If I am not a good girl, where is a good girl to be found? This is in Eunice's style. It sometimes amuses me to mimic my simple sister.
I have just torn three pages out of my diary, in deference to the expression of my father's wishes. He took the first opportunity which his cousin permitted him to enjoy of speaking to me privately; and his object was to caution me against hastily relying on first impressions of anybody--especially of Miss Jillgall. "Wait for a day or two," he said; "and then form your estimate of the new member of our household.
The stormy state of my temper had passed away, and had left my atmosphere calm again. I could feel that I had received good advice; but unluckily it reached me too late.
I had formed my estimate of Miss Jillgall, and had put it in writing for my own satisfaction, at least an hour before my father found himself at liberty to speak to me. I don't agree with him in distrusting first impressions, and I had proposed to put my opinion to the test, by referring to what I had written about his cousin at a later time. However, after what he had said to me, I felt bound in filial duty to take the pages out of my book, and to let two days pass before I presumed to enjoy the luxury of hating Miss Jillgall.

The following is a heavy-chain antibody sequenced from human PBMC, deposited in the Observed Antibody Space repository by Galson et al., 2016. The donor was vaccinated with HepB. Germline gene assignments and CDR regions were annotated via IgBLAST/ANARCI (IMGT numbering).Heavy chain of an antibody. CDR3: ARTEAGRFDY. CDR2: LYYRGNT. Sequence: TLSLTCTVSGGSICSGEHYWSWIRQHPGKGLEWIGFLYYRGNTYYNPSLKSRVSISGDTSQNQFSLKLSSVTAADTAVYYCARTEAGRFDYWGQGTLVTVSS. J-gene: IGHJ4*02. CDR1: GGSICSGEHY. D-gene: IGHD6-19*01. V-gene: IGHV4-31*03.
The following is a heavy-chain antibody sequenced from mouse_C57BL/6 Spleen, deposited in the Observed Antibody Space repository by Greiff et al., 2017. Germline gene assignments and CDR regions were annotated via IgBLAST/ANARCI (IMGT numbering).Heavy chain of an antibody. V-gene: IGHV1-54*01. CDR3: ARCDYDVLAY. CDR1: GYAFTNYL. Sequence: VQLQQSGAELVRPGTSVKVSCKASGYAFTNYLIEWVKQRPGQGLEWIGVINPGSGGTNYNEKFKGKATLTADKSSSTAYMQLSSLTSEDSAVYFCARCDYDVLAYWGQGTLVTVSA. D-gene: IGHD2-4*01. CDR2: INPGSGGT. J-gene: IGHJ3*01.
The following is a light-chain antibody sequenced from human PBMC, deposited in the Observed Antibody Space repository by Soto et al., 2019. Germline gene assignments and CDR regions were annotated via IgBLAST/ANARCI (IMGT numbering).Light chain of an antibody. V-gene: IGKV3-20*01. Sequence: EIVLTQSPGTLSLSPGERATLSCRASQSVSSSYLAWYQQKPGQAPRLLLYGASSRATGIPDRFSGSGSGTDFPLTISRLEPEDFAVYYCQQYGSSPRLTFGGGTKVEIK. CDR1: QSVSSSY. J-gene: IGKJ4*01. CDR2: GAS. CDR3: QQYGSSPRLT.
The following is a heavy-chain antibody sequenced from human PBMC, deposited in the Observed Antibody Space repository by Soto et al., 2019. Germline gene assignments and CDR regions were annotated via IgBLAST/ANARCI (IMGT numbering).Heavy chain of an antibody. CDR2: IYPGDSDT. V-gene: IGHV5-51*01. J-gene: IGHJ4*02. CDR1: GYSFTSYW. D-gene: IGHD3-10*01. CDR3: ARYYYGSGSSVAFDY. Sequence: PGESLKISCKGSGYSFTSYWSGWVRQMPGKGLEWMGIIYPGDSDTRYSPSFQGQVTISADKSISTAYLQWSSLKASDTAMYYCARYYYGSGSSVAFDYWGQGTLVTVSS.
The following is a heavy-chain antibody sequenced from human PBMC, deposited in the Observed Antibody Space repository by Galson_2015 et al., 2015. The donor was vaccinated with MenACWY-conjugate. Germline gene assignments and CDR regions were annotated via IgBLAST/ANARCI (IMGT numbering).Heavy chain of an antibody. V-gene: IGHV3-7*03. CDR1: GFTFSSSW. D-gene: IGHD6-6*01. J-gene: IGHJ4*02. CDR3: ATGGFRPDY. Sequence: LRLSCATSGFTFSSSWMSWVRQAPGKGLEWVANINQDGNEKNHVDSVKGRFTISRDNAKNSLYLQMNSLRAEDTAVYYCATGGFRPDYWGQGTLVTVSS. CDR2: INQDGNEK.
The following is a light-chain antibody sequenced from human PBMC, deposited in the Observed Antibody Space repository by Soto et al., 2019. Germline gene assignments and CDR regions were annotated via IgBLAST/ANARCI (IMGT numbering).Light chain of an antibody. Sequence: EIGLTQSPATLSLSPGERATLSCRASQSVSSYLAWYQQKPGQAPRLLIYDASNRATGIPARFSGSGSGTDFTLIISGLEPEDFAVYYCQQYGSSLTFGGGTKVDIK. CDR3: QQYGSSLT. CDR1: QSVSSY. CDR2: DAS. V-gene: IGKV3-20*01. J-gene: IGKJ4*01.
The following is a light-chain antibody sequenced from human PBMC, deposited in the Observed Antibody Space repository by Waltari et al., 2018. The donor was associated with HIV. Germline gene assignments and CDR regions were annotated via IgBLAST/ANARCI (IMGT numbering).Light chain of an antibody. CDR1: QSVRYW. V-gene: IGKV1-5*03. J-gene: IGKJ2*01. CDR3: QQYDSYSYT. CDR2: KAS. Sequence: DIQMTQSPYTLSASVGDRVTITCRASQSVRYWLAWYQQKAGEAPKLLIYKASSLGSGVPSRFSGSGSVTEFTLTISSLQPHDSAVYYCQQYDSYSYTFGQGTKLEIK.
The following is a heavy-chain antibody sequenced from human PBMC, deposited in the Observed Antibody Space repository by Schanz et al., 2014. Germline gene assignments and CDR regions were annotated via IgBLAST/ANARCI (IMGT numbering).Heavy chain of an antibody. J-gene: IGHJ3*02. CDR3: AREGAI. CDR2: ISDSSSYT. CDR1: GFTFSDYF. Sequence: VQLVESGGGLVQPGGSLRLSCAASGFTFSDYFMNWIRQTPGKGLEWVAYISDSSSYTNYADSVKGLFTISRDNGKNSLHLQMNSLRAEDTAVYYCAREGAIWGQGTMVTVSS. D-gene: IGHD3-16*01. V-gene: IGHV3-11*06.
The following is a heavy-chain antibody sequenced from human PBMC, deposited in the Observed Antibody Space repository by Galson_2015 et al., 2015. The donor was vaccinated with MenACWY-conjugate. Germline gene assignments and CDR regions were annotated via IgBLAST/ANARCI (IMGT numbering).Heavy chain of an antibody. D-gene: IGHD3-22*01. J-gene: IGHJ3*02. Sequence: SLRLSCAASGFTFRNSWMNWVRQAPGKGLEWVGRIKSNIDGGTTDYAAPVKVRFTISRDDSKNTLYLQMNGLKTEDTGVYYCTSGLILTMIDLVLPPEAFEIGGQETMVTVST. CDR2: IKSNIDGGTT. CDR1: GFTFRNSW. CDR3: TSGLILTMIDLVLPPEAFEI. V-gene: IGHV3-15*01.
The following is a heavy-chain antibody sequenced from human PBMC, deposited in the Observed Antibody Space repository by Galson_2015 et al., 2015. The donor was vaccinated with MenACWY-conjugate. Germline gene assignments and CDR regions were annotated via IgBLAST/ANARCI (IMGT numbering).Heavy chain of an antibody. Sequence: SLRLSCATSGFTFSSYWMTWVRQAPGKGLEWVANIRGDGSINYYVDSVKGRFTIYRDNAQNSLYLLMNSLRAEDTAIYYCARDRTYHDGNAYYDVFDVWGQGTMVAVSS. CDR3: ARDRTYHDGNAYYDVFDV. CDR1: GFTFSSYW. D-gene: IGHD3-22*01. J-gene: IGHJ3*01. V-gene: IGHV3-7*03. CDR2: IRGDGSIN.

On one thing I am determined: Eunice shall not form a hasty opinion, either. She shall undergo the same severe discipline of self-restraint to which her sister is obliged to submit. Let us be just, as somebody says, before we are generous. No more for to-day.
. . . . . . . . .
I open my diary again--after the prescribed interval has elapsed. The first impression produced on me by the new member of our household remains entirely unchanged.
Have I already made the remark that, when one removes a page from a book, it does not necessarily follow that one destroys the page afterward? Or did I leave this to be inferred? In either case, my course of proceed